Gifted well-being is an exquisitely complex and simple paradox.

Thank you for forgiving ignorant hope.

The Complexity. Given individual and environmental intricacies, predicting well-being can be as challenging as forecasting the weather. Integrated whole person development is a different recipe for each person that requires both disciplined practice and flexibility to achieve. What dimensions of development should be supported in order for gifted individuals to thrive? Emotional, creative, sociopolitical, physical, eco-literacy, intellectual, physical, multicultural and spiritual each impact the other and have a significant impact on life outcomes (SoulSpark Learning, 2017). In addition, understanding physiological differences among gifted individuals can help prevent mistreatment (Gifted Research and Outreach, 2019). To add to the complexity, peace can look different for cognitive outliers. Sometimes one person’s comfort makes another feel irritated.

"When Calm Moves Swiftly" Sometimes peace steps slowly, Other times it sprints. Varied speeds, Different perspectives, Exploring. The rate of Clarity Is individuated. With hope society Can hold The tension in Disparate velocities, And that those whose Serenity Is found at a swift pace Be liberated To move as they are Called.

Each thread of our being is nuanced. Consider the emotional heart center,

They (emotions) are composed of many different processes that are interconnected with each other. They do not occur in isolation but rather are created either as a result of an event or combination of events in the external environment or the mind. They are also dependent on a subject’s history and personality. In addition, it is very unlikely that one emotion occurs by itself (Laycraft & Gierus, 2019, p.3).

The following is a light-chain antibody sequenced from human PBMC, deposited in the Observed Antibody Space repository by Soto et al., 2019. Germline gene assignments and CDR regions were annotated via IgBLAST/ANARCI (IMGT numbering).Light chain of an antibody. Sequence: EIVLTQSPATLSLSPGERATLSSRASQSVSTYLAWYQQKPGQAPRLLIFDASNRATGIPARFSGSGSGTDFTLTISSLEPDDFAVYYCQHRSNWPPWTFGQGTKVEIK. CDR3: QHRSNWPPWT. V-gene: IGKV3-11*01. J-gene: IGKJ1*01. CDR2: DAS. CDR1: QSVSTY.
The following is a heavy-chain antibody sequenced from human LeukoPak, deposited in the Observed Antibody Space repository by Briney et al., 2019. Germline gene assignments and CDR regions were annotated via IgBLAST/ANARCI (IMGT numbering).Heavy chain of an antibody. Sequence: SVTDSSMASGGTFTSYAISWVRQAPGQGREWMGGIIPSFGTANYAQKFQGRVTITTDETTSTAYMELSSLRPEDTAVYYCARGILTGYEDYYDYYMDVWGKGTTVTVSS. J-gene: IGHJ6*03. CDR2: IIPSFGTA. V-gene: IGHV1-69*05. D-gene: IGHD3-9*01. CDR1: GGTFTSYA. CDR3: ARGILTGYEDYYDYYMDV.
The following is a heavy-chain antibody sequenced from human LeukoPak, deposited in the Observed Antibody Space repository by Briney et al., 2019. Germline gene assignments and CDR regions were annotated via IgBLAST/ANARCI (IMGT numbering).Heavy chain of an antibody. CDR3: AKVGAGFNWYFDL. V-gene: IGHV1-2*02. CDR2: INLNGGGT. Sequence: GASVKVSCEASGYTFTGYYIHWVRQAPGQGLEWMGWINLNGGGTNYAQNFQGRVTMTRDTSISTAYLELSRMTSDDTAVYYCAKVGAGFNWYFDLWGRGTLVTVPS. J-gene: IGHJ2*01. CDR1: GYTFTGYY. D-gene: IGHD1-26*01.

Plutchik’s psycho-evolutionary theory of emotions outlines how various emotions combine to form emotional patterns that increase a person’s ability to navigate complicated situations. Frequent emotional patterns can contribute to disposition (as cited by Laycraft and Gierus, 2019). Then consider that emotional literacy is only one of countless pieces to the emotional development puzzle. According to Six Seconds, there are seven other skills included within the construct (2019). Emotional intelligence (EQ) assessments support in identifying skills gaps, but few educators are taught how to effectively teach EQ competencies. Still, emotional development is only one of many multidimensional elements influencing the experience of well-being.

Gifted well-being is layers of stunning chaos.

Thank you for exercising compassion.

The Simplicity. Gifted well-being can be pursued in a straightforward cycle: listen, validate, challenge, create, repeat. No explanation necessary. We experience well-being in our bodies as a vibration; we intuitively recognize it when we feel it. More formally, the World Health Organisation assesses well-being with the WHO-5 index exploring feelings of joy, calm, purpose and vitality (2019). How might schools evolve if th